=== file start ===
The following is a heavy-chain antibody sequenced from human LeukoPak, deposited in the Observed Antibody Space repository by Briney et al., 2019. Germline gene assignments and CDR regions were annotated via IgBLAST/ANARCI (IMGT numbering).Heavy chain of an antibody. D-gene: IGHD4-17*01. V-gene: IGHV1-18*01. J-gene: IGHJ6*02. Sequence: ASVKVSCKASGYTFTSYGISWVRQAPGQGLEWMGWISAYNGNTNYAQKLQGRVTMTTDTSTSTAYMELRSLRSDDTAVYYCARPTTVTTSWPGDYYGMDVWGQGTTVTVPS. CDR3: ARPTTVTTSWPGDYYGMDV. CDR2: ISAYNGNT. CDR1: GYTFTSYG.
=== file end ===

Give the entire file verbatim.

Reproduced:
The following is a heavy-chain antibody sequenced from human LeukoPak, deposited in the Observed Antibody Space repository by Briney et al., 2019. Germline gene assignments and CDR regions were annotated via IgBLAST/ANARCI (IMGT numbering).Heavy chain of an antibody. D-gene: IGHD4-17*01. V-gene: IGHV1-18*01. J-gene: IGHJ6*02. Sequence: ASVKVSCKASGYTFTSYGISWVRQAPGQGLEWMGWISAYNGNTNYAQKLQGRVTMTTDTSTSTAYMELRSLRSDDTAVYYCARPTTVTTSWPGDYYGMDVWGQGTTVTVPS. CDR3: ARPTTVTTSWPGDYYGMDV. CDR2: ISAYNGNT. CDR1: GYTFTSYG.